“Life beats down and crushes the soul, and art reminds you that you have one.”
– Stella Adler
In September 2017, my brother passed away unexpectedly. It was a devastating blow to my close family especially his beautiful wife and daughter and my parents. To watch the ones you love suffer a loss and pain so deeply is devastating.
Two months later, almost to the day my brother died, I was taken to the emergency room. I had heart palpitations and couldn’t breathe. I was sure I was having a heart attack. The Wake Med emergency room was full to capacity, and I was wheeled into a hallway where they lifted up my shirt and proceeded to hook me up to an EKG machine. Several minutes later the nurse informed me I was not having a heart attack, I was having a panic attack. Since I had never had a panic attack before, I left the hospital convinced that the nurse was wrong and there was something wrong with my heart.
After several more panic attacks and unfortunate return visits to the ER, I went to see a cardiologist, who had me wear a heart monitor for a month. After 30 days, I returned to her office only to find out that the only thing wrong with my heart was the fact that it was broken because I was grieving. She compassionately told me that in a year I would feel better and more like myself again. But how?
A month later, an ad popped up on my Facebook feed for Broadway World. I was intrigued. I had majored in journalism and minored in theater, so this seemed like a natural fit.
About a month later, I got my first “assignment” to cover The Color Purple at the Durham Performing Arts Center. I suppose it’s kind of ironic that this production should be my first show too because just as Celie found her voice in this adaptation of Alice Walker’s beautiful story, I also found mine. I also found a whole new community of artists, directors, producers, and writers who welcomed me into the fold and encouraged me to ‘persist.’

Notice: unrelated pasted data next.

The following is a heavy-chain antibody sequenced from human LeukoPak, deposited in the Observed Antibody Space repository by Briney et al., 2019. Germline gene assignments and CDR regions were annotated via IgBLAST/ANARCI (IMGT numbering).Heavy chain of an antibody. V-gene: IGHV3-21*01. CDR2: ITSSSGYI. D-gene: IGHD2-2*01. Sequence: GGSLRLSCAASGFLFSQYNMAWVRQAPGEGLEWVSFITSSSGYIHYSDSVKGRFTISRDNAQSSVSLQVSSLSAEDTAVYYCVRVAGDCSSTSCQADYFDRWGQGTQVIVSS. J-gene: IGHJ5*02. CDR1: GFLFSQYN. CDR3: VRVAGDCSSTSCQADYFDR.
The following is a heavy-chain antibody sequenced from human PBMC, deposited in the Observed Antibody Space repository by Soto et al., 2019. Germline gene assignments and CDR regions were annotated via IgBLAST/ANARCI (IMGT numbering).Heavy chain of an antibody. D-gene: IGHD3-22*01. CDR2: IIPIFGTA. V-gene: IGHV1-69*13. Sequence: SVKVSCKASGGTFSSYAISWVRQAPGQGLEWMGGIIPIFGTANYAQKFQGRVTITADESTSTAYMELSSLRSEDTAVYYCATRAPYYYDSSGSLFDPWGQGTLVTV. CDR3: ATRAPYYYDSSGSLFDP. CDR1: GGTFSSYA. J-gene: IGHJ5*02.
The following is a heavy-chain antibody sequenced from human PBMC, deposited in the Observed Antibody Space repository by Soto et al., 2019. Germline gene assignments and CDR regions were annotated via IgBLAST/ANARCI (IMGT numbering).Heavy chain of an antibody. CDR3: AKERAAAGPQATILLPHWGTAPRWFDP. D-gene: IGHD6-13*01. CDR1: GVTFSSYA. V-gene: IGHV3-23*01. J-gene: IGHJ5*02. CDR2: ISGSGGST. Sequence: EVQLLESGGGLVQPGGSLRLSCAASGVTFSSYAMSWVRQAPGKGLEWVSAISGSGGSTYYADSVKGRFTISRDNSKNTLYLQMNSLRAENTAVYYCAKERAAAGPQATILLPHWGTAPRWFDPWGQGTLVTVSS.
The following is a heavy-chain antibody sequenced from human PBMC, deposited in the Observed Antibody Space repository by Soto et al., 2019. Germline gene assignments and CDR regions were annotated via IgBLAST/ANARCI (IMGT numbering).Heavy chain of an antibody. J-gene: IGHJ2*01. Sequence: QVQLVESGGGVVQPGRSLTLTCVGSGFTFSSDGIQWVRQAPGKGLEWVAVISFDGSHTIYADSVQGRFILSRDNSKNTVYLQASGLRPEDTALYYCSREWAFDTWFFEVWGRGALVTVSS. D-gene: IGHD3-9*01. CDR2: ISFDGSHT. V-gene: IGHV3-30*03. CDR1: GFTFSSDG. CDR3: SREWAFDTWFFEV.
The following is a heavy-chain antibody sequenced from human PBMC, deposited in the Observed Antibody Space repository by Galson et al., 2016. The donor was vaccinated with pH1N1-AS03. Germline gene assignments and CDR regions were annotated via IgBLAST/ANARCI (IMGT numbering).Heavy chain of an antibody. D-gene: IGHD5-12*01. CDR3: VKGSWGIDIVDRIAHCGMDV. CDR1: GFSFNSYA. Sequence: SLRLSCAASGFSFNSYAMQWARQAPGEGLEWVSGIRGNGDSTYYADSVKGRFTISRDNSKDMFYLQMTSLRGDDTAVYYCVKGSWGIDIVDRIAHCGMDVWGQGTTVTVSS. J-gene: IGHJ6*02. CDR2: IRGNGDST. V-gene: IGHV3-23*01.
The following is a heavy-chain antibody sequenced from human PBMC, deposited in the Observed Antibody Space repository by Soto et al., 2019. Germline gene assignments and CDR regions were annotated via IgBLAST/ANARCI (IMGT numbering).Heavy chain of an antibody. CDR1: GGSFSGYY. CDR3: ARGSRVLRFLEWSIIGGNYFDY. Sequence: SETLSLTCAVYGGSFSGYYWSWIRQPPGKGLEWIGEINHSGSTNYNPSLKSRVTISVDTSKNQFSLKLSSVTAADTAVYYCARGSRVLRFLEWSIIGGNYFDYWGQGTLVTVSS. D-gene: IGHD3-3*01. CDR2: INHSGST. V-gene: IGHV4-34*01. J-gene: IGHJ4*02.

Nearly a year to the day I had gone to the emergency room with my first panic attack, I traveled to New York for my first American Theatre Critics Association conference. Like a sponge, I networked, made some new friends, saw a lot of shows, and learned a lot. While traveling from one workshop to the next, I phoned my husband here in Raleigh to say, “Hey, I’ve gotten reacquainted with myself the last few days, and I have to say, I like the person that I’m seeing.”
In the last year, I’ve reviewed about 50 shows and conducted 57 interviews for Broadway World and Chicago on Stage. The shows I’ve seen and the people I’ve met along the way have breathed new life into me, changed me, and nurtured my soul in ways that a year ago I could have never imagined. You could say that the theater was just what the doctor ordered.
I’ve enjoyed working with Broadway World and will continue to do so, but also have seen a need for a new theater-centric site here in the Triangle. I also wanted to have a social media presence where the live video interviews I’ve done have more visibility than they do on my personal Facebook page or Instagram channel. Hence, I created RDU on Stage. Look for reviews, interviews, features, and a podcast covering anything and everything having to do with the theater scene here in Raleigh, Durham, and Chapel Hill, along with some fresh voices and new perspectives from new writers like my close friend Kim Jackson.
Don’t get me wrong, there are some great websites out there covering music, theater, opera, and ballet in the Triangle, including the Classical Voice of North Carolina, Chatham Life and Style, and Triangle Arts and Entertainment. I’ve also been blessed this year to get to know many of the writers working on these sites, including the incomparable Roy Dicks who is now writing for CVNC and Dustin Britt, the editor of Chatham Life and Style. My hope is just to carve out a small niche for RDU on Stage and try something new in this New Year.
See you at the theater!